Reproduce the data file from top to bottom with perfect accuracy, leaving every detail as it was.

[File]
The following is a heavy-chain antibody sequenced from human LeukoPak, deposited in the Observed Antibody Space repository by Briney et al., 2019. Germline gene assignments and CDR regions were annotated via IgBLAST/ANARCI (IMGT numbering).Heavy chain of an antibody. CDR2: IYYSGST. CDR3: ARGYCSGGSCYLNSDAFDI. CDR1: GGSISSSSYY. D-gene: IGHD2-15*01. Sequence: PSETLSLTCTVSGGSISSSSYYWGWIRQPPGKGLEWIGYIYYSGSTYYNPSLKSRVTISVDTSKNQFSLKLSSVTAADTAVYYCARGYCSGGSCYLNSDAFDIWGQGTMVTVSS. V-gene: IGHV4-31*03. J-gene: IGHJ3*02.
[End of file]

The following is a heavy-chain antibody sequenced from human LeukoPak, deposited in the Observed Antibody Space repository by Briney et al., 2019. Germline gene assignments and CDR regions were annotated via IgBLAST/ANARCI (IMGT numbering).Heavy chain of an antibody. CDR2: IYYSGST. CDR3: ARGYCSGGSCYLNSDAFDI. CDR1: GGSISSSSYY. D-gene: IGHD2-15*01. Sequence: PSETLSLTCTVSGGSISSSSYYWGWIRQPPGKGLEWIGYIYYSGSTYYNPSLKSRVTISVDTSKNQFSLKLSSVTAADTAVYYCARGYCSGGSCYLNSDAFDIWGQGTMVTVSS. V-gene: IGHV4-31*03. J-gene: IGHJ3*02.